the law. Everything is on the side, physically speaking, of the native. He has been acclimated, developing peculiarities proper to his surroundings. He is free from the costly work of transporting helpless women and children. The immense majority of his fellows are like him in habits, tastes, and circumstances. The invader, if he remains at all, dilutes his blood by half as soon as he marries, and settles, with the prospect that it will be quartered in the next generation. He can not exterminate the vanquished as savages do, even if he would. Nay, more, it is not to his advantage to do so, for labor is too valuable to sacrifice in that way. Self-interest triumphs over race hatred. He may kill off a score or two of the leading men and call it exterminating a tribe, as the great anthropologist Broca put it, but the probability is that all the women and most of the men remain. In the subsequent process of acclimatization, moreover, his ranks are decimated. He struggles against the combined distrust of most of his neighbors as well as with the migratory instinct which brought him there in the first place. If he excels in intelligence, he may continue to rule, but his line is doomed to extinction unless kept alive by constant re-enforcements. It has been well said that the greatest obstacle to the spread of man is man. One of the objects of our study will be to show, as Dr. Collignon aflirms, that "when a race is well seated in a region, fixed to the soil by agriculture, acclimatized by natural selection, and sufficiently dense, it opposes an enormous resistance to absorption by newcomers, whoever they may be."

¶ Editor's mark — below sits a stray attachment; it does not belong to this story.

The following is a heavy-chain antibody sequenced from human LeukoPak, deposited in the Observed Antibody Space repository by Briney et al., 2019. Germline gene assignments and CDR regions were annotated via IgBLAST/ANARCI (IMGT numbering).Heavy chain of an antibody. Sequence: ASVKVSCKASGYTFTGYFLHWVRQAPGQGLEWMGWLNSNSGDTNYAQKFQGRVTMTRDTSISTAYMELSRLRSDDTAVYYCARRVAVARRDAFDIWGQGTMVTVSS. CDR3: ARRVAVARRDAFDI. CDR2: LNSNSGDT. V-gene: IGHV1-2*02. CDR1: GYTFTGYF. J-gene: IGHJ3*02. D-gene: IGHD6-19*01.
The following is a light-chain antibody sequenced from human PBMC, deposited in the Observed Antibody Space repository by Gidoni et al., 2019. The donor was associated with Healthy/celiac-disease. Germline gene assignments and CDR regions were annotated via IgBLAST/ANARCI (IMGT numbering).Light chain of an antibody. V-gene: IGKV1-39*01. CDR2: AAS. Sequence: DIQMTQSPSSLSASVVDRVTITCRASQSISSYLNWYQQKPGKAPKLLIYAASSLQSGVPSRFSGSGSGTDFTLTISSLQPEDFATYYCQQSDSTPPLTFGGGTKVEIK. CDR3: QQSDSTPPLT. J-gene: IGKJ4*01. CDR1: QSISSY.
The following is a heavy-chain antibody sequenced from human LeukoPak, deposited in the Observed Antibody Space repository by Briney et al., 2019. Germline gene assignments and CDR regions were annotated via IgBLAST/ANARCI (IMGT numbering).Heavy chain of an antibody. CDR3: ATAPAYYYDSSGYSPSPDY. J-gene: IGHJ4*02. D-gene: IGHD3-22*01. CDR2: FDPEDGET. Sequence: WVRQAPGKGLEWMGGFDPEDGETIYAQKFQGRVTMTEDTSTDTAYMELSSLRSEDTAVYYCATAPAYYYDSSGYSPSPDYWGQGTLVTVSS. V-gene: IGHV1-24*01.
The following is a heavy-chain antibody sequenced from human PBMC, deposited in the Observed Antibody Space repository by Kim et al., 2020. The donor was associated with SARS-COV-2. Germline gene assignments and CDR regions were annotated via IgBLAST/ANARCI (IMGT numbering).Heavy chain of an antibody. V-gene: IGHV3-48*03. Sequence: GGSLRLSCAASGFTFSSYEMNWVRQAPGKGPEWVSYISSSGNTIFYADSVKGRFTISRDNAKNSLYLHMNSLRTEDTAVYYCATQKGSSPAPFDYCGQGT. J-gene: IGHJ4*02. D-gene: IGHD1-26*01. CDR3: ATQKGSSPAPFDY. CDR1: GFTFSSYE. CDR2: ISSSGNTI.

Population being thus persistent by reason of its indestructibility, a peculiar province of our study will be to show the relation which has arisen between the geography of a country and the character of its people. Historians have not failed in the past to point out the ways in which the migrations and conquests of nations have been determined by mountain chains and rivers. They have too often been content merely to show that the immediate direction of the movement has been dependent upon topographical features. We endeavor to go a step further in indicating the manner in which the ethnic character of the population has been determined by its environment, entirely apart from political or historical events as such, and as a result of social forces which are still at work. Thus we shall show that the physical character of the population often changes at the line which divides the hills from the plains. The national boundary may run along the crest of the mountain chain, while the ethnic lines skirt its base where the economic character of the country changes. In other cases, the racial may be equally far from the political boundary, since the river bed may delimit the state, while the racial divisions follow the watershed.